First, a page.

Lastly, Saturday the 25th, we are going to have a fun dinner at Panzanella in Carrboro where we are co-farmers for their monthly farm dinner along with our friend and graduate of Peregrine Farm, Joann Gallagher of Castlemaine Farm.  This menu will be wider ranging because they have the bounty of both farms to choose from.

We are trying to catch up with things around the farm that did kind of sit for two weeks, especially the mowing as the rains have made the grass out of control, of course both mowers decided to break down simultaneously so that makes it kind of difficult.  Planting for fall, final pepper trellising, the last of the tomato harvests are the main objectives, here we go again.

Picture of the Week

Beautiful Orange Corno di Toro peppers

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Peregrine Farm News Vol. 9 #9, 5/16/12

What’s been going on!

Rain, rain go away, comeback next Tuesday (or so).  Fortunately we have had most of our rain fall in non-work hours but it certainly has complicated the weeks scheduling because the, now nearly three inches of, water has made it impossible to get things planted, weeded or mowed.  This was supposed to be pepper planting week, one of the most important of the year.  We have managed to get the field ready with fabric and preparing the no-till section but not a single plant has gone in the ground.  Hopefully some will get planted tomorrow.

In any event it is the season for picking fussy little things.  When Sugar Snap Peas and Blueberries happen at the same time we seem to just go from one to the other trying to keep up with the rapid ripening of thousands of individual fruits.  Picking tomatoes and peppers is so much less tedious and the boxes fill so much faster.  There are good aspects to peas and berries though, they are both stand up jobs, of which there are few on the farm, and usually the weather is pleasant as you keep your hands moving as fast as possible to get as many of the tiny objects into the bucket as you can.  Of course there is the mandatory taste testing that happens too.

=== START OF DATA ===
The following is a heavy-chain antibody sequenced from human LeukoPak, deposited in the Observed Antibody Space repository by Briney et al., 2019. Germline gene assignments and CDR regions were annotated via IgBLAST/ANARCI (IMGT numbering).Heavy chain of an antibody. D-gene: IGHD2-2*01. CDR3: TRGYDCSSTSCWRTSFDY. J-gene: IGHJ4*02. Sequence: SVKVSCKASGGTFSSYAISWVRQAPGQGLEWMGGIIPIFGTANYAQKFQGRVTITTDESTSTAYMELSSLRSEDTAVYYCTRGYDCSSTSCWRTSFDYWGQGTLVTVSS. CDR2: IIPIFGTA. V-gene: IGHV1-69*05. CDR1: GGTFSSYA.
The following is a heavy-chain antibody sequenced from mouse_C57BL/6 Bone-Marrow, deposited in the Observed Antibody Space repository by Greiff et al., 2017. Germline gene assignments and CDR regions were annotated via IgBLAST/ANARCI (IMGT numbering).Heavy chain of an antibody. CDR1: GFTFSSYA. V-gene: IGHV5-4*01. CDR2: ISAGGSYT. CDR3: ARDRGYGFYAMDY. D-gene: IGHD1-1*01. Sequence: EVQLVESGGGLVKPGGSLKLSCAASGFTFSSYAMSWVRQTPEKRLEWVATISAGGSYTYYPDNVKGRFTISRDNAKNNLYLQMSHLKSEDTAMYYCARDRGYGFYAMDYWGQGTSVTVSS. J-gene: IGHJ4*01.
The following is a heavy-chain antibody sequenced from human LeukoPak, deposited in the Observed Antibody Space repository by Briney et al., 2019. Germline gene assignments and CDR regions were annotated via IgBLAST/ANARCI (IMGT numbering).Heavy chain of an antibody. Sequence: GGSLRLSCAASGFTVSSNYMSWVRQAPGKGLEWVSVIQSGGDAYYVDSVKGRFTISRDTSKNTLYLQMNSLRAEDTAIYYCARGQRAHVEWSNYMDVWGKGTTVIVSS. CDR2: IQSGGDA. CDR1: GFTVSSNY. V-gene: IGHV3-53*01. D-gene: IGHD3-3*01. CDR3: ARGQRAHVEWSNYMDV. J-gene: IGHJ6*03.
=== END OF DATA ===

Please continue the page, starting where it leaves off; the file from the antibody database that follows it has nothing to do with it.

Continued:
There are tomatoes to tie up, flowers to trellis, winter squash to plant but we did finally get the ginger planted indoors yesterday.  When it does dry out the weeds will be of biblical proportions and the mowing required will be Herculean.  So after getting the peppers in the ground we know what we will be doing next week.


Picture of the Week

Sweet, sweet peas by the thousands

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Peregrine Farm News Vol. 9 #8, 5/9/12

What’s been going on!

I was reading the other day that this spring and March in particular, was the warmest spring since 1910.  We all have been seeing the results in earlier blooming perennials, trees leafing out and some insects showing up sooner.  This effect should become less and less as we head into the summer months and more normal temperatures.  One of the most striking results so far is we began picking blueberries yesterday, a full two weeks earlier than last year and the earliest date ever.